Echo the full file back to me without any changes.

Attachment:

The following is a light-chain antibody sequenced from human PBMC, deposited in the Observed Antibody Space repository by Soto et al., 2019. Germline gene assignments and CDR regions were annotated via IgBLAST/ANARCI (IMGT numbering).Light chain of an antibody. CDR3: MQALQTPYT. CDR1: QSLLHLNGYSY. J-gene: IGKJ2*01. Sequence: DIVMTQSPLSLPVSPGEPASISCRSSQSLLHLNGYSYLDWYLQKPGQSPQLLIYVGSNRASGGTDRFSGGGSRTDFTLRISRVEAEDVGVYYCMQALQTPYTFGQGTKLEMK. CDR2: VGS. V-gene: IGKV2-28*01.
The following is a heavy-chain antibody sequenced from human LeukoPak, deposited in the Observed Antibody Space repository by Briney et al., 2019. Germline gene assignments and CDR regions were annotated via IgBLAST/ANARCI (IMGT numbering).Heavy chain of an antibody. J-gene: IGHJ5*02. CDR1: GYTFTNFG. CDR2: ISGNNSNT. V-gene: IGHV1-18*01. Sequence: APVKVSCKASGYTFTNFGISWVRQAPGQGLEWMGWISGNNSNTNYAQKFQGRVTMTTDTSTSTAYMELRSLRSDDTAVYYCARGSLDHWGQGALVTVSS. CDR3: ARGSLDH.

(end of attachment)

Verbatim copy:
The following is a light-chain antibody sequenced from human PBMC, deposited in the Observed Antibody Space repository by Soto et al., 2019. Germline gene assignments and CDR regions were annotated via IgBLAST/ANARCI (IMGT numbering).Light chain of an antibody. CDR3: MQALQTPYT. CDR1: QSLLHLNGYSY. J-gene: IGKJ2*01. Sequence: DIVMTQSPLSLPVSPGEPASISCRSSQSLLHLNGYSYLDWYLQKPGQSPQLLIYVGSNRASGGTDRFSGGGSRTDFTLRISRVEAEDVGVYYCMQALQTPYTFGQGTKLEMK. CDR2: VGS. V-gene: IGKV2-28*01.
The following is a heavy-chain antibody sequenced from human LeukoPak, deposited in the Observed Antibody Space repository by Briney et al., 2019. Germline gene assignments and CDR regions were annotated via IgBLAST/ANARCI (IMGT numbering).Heavy chain of an antibody. J-gene: IGHJ5*02. CDR1: GYTFTNFG. CDR2: ISGNNSNT. V-gene: IGHV1-18*01. Sequence: APVKVSCKASGYTFTNFGISWVRQAPGQGLEWMGWISGNNSNTNYAQKFQGRVTMTTDTSTSTAYMELRSLRSDDTAVYYCARGSLDHWGQGALVTVSS. CDR3: ARGSLDH.